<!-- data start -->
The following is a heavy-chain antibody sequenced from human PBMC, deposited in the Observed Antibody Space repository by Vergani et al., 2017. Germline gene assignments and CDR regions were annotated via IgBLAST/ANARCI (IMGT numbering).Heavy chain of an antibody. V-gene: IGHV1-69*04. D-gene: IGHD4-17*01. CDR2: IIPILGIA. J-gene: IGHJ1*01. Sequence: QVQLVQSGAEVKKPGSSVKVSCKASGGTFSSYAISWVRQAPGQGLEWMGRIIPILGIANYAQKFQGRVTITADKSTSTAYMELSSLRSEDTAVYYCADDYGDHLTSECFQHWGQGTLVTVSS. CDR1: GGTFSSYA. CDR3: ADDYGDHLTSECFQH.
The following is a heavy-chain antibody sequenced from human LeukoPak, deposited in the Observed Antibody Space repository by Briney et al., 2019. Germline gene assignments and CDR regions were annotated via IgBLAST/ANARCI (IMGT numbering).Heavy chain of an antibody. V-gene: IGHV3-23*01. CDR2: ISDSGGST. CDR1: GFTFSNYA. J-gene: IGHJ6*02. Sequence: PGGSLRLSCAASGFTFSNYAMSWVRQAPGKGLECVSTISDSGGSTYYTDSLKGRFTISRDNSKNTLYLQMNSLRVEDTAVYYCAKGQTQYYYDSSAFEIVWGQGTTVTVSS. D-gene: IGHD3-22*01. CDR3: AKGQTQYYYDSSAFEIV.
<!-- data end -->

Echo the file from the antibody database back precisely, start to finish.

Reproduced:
The following is a heavy-chain antibody sequenced from human PBMC, deposited in the Observed Antibody Space repository by Vergani et al., 2017. Germline gene assignments and CDR regions were annotated via IgBLAST/ANARCI (IMGT numbering).Heavy chain of an antibody. V-gene: IGHV1-69*04. D-gene: IGHD4-17*01. CDR2: IIPILGIA. J-gene: IGHJ1*01. Sequence: QVQLVQSGAEVKKPGSSVKVSCKASGGTFSSYAISWVRQAPGQGLEWMGRIIPILGIANYAQKFQGRVTITADKSTSTAYMELSSLRSEDTAVYYCADDYGDHLTSECFQHWGQGTLVTVSS. CDR1: GGTFSSYA. CDR3: ADDYGDHLTSECFQH.
The following is a heavy-chain antibody sequenced from human LeukoPak, deposited in the Observed Antibody Space repository by Briney et al., 2019. Germline gene assignments and CDR regions were annotated via IgBLAST/ANARCI (IMGT numbering).Heavy chain of an antibody. V-gene: IGHV3-23*01. CDR2: ISDSGGST. CDR1: GFTFSNYA. J-gene: IGHJ6*02. Sequence: PGGSLRLSCAASGFTFSNYAMSWVRQAPGKGLECVSTISDSGGSTYYTDSLKGRFTISRDNSKNTLYLQMNSLRVEDTAVYYCAKGQTQYYYDSSAFEIVWGQGTTVTVSS. D-gene: IGHD3-22*01. CDR3: AKGQTQYYYDSSAFEIV.